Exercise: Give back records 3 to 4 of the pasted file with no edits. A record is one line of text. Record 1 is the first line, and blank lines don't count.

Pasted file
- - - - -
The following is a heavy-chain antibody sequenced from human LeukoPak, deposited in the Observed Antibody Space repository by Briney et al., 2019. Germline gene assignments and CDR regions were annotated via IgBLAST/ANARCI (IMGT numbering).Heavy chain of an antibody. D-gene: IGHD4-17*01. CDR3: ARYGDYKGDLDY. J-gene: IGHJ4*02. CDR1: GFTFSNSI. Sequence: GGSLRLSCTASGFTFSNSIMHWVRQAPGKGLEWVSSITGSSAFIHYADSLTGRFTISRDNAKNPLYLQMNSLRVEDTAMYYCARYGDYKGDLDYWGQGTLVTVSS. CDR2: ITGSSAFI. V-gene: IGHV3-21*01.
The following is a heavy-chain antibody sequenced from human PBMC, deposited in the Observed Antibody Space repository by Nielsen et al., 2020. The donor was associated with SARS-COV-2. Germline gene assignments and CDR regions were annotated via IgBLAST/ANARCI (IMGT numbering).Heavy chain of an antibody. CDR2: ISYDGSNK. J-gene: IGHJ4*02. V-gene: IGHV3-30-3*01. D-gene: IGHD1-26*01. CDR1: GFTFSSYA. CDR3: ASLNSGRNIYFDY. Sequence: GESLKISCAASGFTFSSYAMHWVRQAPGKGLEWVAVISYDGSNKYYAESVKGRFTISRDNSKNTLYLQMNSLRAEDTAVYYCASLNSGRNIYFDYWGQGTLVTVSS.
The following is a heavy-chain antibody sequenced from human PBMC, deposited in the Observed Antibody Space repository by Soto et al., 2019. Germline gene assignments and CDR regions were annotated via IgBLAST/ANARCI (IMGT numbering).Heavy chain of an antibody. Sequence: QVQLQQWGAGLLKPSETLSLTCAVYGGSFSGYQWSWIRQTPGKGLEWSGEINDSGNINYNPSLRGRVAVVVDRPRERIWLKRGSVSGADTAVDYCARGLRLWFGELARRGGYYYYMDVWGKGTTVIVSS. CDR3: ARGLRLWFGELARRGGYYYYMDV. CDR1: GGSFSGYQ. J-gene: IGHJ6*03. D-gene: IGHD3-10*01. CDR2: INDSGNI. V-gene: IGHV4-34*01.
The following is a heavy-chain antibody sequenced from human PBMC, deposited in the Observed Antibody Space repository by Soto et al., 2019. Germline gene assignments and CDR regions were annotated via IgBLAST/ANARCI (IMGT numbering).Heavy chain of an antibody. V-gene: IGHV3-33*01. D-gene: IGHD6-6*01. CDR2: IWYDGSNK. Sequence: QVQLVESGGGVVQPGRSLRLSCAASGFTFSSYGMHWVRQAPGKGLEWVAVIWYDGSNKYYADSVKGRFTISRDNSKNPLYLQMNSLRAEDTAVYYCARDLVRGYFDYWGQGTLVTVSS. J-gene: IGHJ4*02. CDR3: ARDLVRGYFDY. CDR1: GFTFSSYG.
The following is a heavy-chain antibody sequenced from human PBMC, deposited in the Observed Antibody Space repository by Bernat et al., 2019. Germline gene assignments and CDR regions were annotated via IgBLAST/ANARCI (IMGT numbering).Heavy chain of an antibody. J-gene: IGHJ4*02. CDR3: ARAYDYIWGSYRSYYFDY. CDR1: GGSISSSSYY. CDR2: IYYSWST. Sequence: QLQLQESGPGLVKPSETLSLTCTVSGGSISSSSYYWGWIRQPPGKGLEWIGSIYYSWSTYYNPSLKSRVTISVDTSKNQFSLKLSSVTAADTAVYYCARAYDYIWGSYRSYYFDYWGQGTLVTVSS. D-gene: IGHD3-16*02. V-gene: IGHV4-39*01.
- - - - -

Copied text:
The following is a heavy-chain antibody sequenced from human PBMC, deposited in the Observed Antibody Space repository by Soto et al., 2019. Germline gene assignments and CDR regions were annotated via IgBLAST/ANARCI (IMGT numbering).Heavy chain of an antibody. Sequence: QVQLQQWGAGLLKPSETLSLTCAVYGGSFSGYQWSWIRQTPGKGLEWSGEINDSGNINYNPSLRGRVAVVVDRPRERIWLKRGSVSGADTAVDYCARGLRLWFGELARRGGYYYYMDVWGKGTTVIVSS. CDR3: ARGLRLWFGELARRGGYYYYMDV. CDR1: GGSFSGYQ. J-gene: IGHJ6*03. D-gene: IGHD3-10*01. CDR2: INDSGNI. V-gene: IGHV4-34*01.
The following is a heavy-chain antibody sequenced from human PBMC, deposited in the Observed Antibody Space repository by Soto et al., 2019. Germline gene assignments and CDR regions were annotated via IgBLAST/ANARCI (IMGT numbering).Heavy chain of an antibody. V-gene: IGHV3-33*01. D-gene: IGHD6-6*01. CDR2: IWYDGSNK. Sequence: QVQLVESGGGVVQPGRSLRLSCAASGFTFSSYGMHWVRQAPGKGLEWVAVIWYDGSNKYYADSVKGRFTISRDNSKNPLYLQMNSLRAEDTAVYYCARDLVRGYFDYWGQGTLVTVSS. J-gene: IGHJ4*02. CDR3: ARDLVRGYFDY. CDR1: GFTFSSYG.